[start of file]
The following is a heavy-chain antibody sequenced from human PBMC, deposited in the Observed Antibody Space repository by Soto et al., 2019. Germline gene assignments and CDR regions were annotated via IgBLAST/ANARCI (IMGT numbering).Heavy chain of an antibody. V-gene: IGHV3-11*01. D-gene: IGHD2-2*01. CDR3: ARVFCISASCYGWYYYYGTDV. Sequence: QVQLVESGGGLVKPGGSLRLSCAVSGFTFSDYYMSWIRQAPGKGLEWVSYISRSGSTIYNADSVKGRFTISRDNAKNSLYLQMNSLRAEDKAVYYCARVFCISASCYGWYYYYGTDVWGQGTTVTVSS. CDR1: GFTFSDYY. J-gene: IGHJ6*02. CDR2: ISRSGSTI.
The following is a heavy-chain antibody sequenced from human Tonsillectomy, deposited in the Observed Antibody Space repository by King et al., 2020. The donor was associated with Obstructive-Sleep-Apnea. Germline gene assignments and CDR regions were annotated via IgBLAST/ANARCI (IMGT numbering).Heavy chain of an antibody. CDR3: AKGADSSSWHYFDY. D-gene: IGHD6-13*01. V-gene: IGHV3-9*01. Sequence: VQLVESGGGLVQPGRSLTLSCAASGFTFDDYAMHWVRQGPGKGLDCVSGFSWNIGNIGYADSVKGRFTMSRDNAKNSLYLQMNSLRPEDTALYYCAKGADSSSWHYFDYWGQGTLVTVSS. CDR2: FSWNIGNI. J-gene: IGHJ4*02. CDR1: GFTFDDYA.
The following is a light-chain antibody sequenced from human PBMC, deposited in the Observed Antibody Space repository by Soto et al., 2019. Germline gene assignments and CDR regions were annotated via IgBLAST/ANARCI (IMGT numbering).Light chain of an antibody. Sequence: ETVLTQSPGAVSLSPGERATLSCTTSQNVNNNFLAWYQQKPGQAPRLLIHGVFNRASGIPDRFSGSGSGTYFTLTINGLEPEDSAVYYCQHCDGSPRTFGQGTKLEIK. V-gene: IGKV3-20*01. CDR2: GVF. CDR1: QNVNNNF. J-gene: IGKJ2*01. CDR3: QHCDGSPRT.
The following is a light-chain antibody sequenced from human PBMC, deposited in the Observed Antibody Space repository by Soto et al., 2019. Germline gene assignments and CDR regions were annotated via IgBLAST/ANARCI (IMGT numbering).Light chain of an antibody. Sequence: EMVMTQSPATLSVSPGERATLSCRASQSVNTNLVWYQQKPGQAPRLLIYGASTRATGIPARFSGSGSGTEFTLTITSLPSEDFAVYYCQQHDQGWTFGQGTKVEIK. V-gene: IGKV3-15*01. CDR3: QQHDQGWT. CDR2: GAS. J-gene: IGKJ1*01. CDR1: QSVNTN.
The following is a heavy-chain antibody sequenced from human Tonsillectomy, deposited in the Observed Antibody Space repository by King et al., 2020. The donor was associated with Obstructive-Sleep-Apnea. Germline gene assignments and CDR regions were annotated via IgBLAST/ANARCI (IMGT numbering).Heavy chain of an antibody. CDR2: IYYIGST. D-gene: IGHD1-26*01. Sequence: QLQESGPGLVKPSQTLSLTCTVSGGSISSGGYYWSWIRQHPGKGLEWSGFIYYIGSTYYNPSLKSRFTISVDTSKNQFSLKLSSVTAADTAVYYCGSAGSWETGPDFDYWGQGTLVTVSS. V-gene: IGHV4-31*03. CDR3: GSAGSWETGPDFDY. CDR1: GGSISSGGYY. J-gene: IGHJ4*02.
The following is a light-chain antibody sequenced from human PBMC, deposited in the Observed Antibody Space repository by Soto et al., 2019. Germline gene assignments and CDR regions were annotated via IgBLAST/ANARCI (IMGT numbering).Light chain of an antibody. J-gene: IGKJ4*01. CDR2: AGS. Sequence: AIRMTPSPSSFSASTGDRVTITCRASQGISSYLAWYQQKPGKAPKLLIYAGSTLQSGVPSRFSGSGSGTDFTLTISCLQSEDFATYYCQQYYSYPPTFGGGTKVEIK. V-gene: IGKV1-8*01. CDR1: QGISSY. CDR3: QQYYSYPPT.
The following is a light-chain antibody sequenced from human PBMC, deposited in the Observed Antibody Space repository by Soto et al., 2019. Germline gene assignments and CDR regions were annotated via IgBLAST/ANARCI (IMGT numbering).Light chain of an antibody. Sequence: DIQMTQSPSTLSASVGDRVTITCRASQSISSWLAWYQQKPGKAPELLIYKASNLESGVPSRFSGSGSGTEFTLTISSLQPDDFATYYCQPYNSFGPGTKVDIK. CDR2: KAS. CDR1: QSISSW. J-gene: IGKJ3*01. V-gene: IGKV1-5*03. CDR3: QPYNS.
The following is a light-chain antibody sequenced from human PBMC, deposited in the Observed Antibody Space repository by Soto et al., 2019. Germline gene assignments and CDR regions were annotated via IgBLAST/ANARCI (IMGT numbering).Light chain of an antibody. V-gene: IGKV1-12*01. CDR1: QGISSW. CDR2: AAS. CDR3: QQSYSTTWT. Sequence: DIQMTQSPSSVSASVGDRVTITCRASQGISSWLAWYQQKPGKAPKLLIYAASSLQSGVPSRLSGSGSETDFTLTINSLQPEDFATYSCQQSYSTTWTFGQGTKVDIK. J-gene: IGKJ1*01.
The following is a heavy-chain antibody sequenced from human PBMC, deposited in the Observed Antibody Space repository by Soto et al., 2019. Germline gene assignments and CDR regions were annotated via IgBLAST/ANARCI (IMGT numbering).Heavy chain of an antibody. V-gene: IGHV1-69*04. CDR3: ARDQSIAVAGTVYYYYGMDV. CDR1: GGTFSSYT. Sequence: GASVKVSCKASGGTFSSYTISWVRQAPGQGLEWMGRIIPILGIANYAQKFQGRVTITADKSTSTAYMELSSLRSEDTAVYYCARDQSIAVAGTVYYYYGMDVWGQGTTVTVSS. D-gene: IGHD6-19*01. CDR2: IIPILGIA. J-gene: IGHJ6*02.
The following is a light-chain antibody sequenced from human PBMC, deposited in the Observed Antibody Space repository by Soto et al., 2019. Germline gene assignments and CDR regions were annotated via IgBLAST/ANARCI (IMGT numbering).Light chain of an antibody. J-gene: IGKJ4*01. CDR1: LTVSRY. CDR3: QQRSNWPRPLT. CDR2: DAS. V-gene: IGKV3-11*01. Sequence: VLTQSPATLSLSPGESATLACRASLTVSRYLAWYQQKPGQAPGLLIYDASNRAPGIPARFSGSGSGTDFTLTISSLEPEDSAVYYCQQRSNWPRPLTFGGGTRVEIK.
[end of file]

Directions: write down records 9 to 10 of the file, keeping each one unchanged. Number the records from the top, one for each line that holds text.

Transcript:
The following is a heavy-chain antibody sequenced from human PBMC, deposited in the Observed Antibody Space repository by Soto et al., 2019. Germline gene assignments and CDR regions were annotated via IgBLAST/ANARCI (IMGT numbering).Heavy chain of an antibody. V-gene: IGHV1-69*04. CDR3: ARDQSIAVAGTVYYYYGMDV. CDR1: GGTFSSYT. Sequence: GASVKVSCKASGGTFSSYTISWVRQAPGQGLEWMGRIIPILGIANYAQKFQGRVTITADKSTSTAYMELSSLRSEDTAVYYCARDQSIAVAGTVYYYYGMDVWGQGTTVTVSS. D-gene: IGHD6-19*01. CDR2: IIPILGIA. J-gene: IGHJ6*02.
The following is a light-chain antibody sequenced from human PBMC, deposited in the Observed Antibody Space repository by Soto et al., 2019. Germline gene assignments and CDR regions were annotated via IgBLAST/ANARCI (IMGT numbering).Light chain of an antibody. J-gene: IGKJ4*01. CDR1: LTVSRY. CDR3: QQRSNWPRPLT. CDR2: DAS. V-gene: IGKV3-11*01. Sequence: VLTQSPATLSLSPGESATLACRASLTVSRYLAWYQQKPGQAPGLLIYDASNRAPGIPARFSGSGSGTDFTLTISSLEPEDSAVYYCQQRSNWPRPLTFGGGTRVEIK.